Sunday, June 17, 2007

They're following in dads' footsteps

In an increasingly mobile society, fewer people have the chance to follow their fathers into the family business. And when it happens, it isn't easy. Dad can have high expectations and be harder on the offspring than the other hired help.

But the rewards are many for those who work together, based on a sampling of several local people who have followed in their fathers' footsteps.

Perry Mader and daughter Kim Mader Bagley

Perry Mader founded his own insurance business four decades ago and built it into the nation's third-largest State Farm agency. Kim Mader worked at her dad's office after school but became a schoolteacher. That career lasted only one year.

"There was a terrible storm," Kim Mader said. "Dad had lots of claims, over 2,000. I worked through the summer of '89 for him. I loved it."

She never returned to teaching.

"When I started in this business, it was important to me that my customers knew all about the policies," she said. "I soon realized they cared more how much I cared about their problems."

After three years, she said, "Dad kicked me out, made me start my own agency."

She built a successful agency in Cleburne and married Craig Bagley, a State Farm regional manager.

When Perry Mader considered retiring, Kim and Craig offered to take over the agency.

He loved the idea.

"I wouldn't have trusted my friends to anyone else," Perry said. "I'd have stayed until they carried me out. But Kim took the new technology and used it to make the business better in ways I couldn't. I'm very pleased. She's taken what we did and did it better."

Dr. William Jordan and son Dr. Chris Jordan

Bill Jordan is an oncologist and president of The Center for Cancer and Blood Disorders, where Chris is also an oncologist.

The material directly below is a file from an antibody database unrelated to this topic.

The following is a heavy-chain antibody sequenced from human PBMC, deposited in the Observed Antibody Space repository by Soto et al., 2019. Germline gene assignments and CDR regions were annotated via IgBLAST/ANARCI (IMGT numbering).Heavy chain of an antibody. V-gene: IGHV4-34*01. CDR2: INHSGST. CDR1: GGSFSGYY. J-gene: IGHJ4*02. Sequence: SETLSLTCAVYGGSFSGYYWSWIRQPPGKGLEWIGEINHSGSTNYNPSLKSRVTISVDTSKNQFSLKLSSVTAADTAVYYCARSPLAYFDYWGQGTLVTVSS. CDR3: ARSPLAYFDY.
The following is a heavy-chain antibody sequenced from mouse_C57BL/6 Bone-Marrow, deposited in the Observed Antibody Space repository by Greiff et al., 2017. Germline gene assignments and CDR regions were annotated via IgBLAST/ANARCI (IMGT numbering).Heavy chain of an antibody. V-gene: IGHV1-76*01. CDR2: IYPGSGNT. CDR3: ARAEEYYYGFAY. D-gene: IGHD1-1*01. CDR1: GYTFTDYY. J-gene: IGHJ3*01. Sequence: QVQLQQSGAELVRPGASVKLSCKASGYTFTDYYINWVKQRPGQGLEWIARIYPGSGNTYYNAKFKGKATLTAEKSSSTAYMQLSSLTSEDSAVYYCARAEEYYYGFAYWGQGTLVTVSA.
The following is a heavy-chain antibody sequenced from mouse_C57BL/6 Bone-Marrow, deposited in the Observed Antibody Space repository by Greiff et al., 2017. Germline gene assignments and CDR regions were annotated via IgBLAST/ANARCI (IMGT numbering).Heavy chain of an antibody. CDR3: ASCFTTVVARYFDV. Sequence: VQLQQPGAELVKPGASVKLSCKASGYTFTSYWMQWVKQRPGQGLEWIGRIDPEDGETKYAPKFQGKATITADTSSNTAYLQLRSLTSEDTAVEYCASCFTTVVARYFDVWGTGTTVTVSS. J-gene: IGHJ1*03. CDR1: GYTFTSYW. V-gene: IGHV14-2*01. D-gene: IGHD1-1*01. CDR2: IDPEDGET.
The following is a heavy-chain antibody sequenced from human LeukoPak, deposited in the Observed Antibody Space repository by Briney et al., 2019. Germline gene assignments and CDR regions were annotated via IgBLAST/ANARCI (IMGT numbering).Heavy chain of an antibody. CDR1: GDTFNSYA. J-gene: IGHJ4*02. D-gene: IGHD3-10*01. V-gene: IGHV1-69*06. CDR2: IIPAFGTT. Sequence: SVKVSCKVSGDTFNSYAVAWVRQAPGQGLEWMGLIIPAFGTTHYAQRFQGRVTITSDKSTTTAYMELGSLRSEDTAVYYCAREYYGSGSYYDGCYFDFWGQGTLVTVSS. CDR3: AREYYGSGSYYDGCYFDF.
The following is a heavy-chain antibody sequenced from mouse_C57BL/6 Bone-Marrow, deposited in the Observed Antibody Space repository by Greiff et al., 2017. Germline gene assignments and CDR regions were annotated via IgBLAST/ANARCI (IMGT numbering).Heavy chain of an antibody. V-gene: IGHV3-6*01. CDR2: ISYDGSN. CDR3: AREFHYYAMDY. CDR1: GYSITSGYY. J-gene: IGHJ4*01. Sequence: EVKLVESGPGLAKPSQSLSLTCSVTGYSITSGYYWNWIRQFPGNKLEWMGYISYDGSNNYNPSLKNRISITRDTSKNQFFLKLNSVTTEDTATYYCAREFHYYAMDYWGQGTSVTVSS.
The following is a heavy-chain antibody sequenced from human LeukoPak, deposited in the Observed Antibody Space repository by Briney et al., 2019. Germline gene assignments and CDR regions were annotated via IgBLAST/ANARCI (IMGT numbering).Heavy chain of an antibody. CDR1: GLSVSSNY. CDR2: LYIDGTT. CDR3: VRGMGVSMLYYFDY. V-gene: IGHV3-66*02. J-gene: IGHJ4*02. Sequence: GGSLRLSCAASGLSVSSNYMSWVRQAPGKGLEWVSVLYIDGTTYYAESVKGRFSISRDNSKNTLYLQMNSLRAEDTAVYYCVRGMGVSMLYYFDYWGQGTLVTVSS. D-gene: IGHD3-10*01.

"Suddenly, I looked up one day and he was a board member, a medical oncologist," William said. "Having him as a son, a friend and a colleague all rolled into one is quite special."

"We're partners, getting to share in the experience," Chris said. "It's nice to have someone with his experience to talk to about patients."

What's the biggest challenge? "For me it's making sure my father hat isn't on," William said. "I try to maintain a relationship as a colleague and not a parent."

"Creating my own footprints," Chris said. "This is a community that he's been extensively involved with and had a lot of success. I'm trying to create my own successes. My training and my philosophies are different from my dad's. Getting out of that shadow isn't easy."

They share goals.

"As oncologists, we're both working to give the patients not only greater quantity of life but quality of life," Chris said. "We're trying to do it in the most comfortable environment."

William gave his son early advice especially valuable to an oncologist. "He told me to never give a patient a false sense of hope," Chris said. "But at the same time treat them as if you're shooting for the best."

Lately, Chris returned the favor.

"He tells me not to work so hard," William said, "and to enjoy myself and my accomplishments more. He just took me on a trip to Argentina with five of his friends. It was a gift from Chris and Missy, his wife. I know he cares about me."

Stephen Coslik and son Erik Coslik

Stephen Coslik founded The Woodmont Co. 25 years ago as a one-person commercial real estate firm and built it into a 100-broker firm. When he was 14, Erik accompanied his dad to an International Council of Shopping Centers convention in Las Vegas.

"It was fantastic," Erik said. "My first year, I took out the garbage for the booth. The second year, my parents bought me a suit."

It was the mid-1980s. Decisions were made by executive teams.